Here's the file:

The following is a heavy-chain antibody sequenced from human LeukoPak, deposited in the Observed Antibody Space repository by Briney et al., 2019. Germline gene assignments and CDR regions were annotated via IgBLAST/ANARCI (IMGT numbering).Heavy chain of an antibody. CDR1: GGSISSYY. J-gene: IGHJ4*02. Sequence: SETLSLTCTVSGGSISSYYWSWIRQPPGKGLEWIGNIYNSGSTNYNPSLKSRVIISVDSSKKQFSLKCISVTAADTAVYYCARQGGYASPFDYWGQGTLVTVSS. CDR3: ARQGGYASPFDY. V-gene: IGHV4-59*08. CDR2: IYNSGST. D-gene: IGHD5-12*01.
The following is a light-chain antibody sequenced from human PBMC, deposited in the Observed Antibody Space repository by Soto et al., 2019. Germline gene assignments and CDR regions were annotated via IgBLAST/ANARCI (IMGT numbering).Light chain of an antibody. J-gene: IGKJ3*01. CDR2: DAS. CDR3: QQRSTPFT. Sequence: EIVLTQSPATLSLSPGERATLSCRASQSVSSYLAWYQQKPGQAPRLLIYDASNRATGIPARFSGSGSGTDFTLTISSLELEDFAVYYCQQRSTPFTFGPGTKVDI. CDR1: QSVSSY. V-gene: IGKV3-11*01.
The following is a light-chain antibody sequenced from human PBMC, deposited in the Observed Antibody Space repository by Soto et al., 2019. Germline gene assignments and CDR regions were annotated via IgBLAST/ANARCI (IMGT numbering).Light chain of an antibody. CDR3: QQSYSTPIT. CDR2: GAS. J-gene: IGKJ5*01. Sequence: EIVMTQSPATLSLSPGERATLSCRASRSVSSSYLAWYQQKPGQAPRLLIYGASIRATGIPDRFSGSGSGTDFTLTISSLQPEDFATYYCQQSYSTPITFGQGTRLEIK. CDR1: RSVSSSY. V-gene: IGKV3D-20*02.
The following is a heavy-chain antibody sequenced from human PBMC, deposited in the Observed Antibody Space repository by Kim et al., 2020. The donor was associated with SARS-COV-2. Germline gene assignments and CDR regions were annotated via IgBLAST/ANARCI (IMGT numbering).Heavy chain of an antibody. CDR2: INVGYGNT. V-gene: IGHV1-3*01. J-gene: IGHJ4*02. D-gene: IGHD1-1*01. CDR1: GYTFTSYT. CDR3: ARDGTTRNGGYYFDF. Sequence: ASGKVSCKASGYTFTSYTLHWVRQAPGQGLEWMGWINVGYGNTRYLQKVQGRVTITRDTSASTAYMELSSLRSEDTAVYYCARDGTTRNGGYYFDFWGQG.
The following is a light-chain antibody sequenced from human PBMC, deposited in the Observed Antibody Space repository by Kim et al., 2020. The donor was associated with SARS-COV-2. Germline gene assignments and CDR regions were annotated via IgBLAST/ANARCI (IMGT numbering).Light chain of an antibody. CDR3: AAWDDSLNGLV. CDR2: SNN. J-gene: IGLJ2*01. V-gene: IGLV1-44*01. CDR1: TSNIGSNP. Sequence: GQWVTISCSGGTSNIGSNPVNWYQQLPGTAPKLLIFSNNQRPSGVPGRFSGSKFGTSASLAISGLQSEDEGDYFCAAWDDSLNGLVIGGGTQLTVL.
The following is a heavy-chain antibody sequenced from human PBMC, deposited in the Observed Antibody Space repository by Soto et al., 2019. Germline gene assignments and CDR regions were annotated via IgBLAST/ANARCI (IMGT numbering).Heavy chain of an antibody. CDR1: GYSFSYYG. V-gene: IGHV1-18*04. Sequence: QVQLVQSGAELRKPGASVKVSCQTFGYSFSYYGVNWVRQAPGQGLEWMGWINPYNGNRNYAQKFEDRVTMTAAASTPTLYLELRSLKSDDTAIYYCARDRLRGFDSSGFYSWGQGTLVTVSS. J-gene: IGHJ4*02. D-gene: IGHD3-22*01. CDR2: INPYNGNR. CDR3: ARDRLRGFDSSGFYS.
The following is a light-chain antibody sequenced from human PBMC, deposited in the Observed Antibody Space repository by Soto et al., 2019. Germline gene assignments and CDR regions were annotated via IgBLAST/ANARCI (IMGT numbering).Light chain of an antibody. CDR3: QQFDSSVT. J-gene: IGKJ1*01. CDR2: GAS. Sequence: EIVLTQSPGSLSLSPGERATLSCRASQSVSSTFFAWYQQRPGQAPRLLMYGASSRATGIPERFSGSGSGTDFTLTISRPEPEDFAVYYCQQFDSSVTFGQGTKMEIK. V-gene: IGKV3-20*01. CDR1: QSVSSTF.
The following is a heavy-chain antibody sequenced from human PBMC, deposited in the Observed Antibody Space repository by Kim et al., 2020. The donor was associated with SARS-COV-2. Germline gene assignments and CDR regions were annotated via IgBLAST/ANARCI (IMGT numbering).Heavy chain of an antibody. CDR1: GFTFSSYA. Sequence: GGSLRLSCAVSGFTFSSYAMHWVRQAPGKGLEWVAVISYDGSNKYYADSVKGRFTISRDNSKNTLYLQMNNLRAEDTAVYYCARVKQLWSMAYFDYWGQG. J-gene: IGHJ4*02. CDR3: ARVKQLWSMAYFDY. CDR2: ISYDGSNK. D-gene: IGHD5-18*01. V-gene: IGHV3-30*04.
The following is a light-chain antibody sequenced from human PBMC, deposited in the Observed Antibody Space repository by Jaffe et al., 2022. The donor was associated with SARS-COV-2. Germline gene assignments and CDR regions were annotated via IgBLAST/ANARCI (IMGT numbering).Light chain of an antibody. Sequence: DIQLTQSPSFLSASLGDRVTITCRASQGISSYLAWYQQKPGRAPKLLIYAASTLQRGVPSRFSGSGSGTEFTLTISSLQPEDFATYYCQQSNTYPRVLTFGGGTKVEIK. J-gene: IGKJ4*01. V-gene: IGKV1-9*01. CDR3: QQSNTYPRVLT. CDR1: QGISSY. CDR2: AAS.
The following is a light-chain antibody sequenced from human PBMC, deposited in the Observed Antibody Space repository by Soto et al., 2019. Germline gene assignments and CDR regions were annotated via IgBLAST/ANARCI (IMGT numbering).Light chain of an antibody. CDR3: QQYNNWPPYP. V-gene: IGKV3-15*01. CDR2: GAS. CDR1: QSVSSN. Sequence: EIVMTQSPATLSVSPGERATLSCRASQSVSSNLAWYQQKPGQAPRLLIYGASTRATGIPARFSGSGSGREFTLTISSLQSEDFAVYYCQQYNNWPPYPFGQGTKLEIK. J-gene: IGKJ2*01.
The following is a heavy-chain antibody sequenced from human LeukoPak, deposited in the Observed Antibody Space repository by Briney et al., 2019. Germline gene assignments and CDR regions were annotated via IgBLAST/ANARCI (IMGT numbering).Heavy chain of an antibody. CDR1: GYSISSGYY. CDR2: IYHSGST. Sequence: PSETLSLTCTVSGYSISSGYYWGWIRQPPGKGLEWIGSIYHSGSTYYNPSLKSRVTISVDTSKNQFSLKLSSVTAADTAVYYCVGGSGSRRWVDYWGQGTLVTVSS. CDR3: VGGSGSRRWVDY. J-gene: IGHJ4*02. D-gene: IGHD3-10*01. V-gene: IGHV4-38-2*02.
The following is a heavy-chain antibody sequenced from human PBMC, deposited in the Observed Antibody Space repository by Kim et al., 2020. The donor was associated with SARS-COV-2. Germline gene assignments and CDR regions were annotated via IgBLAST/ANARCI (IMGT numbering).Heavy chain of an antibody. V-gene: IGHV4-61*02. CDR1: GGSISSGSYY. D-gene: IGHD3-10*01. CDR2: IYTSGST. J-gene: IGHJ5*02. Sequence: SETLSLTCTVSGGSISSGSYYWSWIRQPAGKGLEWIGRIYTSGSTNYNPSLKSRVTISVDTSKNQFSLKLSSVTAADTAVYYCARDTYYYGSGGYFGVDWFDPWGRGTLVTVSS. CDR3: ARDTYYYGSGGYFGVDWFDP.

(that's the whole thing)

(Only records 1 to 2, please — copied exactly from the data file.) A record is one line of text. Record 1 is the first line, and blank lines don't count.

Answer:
The following is a heavy-chain antibody sequenced from human LeukoPak, deposited in the Observed Antibody Space repository by Briney et al., 2019. Germline gene assignments and CDR regions were annotated via IgBLAST/ANARCI (IMGT numbering).Heavy chain of an antibody. CDR1: GGSISSYY. J-gene: IGHJ4*02. Sequence: SETLSLTCTVSGGSISSYYWSWIRQPPGKGLEWIGNIYNSGSTNYNPSLKSRVIISVDSSKKQFSLKCISVTAADTAVYYCARQGGYASPFDYWGQGTLVTVSS. CDR3: ARQGGYASPFDY. V-gene: IGHV4-59*08. CDR2: IYNSGST. D-gene: IGHD5-12*01.
The following is a light-chain antibody sequenced from human PBMC, deposited in the Observed Antibody Space repository by Soto et al., 2019. Germline gene assignments and CDR regions were annotated via IgBLAST/ANARCI (IMGT numbering).Light chain of an antibody. J-gene: IGKJ3*01. CDR2: DAS. CDR3: QQRSTPFT. Sequence: EIVLTQSPATLSLSPGERATLSCRASQSVSSYLAWYQQKPGQAPRLLIYDASNRATGIPARFSGSGSGTDFTLTISSLELEDFAVYYCQQRSTPFTFGPGTKVDI. CDR1: QSVSSY. V-gene: IGKV3-11*01.